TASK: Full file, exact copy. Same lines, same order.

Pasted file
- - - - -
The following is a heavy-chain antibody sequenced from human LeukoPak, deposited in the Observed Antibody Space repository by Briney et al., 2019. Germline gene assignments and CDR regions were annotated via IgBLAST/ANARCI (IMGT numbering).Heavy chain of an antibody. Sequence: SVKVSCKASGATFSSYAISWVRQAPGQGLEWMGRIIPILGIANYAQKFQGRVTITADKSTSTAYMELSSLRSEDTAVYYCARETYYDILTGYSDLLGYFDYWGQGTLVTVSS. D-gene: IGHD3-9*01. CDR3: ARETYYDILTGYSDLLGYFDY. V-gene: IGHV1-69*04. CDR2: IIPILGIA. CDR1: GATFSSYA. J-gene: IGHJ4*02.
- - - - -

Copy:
The following is a heavy-chain antibody sequenced from human LeukoPak, deposited in the Observed Antibody Space repository by Briney et al., 2019. Germline gene assignments and CDR regions were annotated via IgBLAST/ANARCI (IMGT numbering).Heavy chain of an antibody. Sequence: SVKVSCKASGATFSSYAISWVRQAPGQGLEWMGRIIPILGIANYAQKFQGRVTITADKSTSTAYMELSSLRSEDTAVYYCARETYYDILTGYSDLLGYFDYWGQGTLVTVSS. D-gene: IGHD3-9*01. CDR3: ARETYYDILTGYSDLLGYFDY. V-gene: IGHV1-69*04. CDR2: IIPILGIA. CDR1: GATFSSYA. J-gene: IGHJ4*02.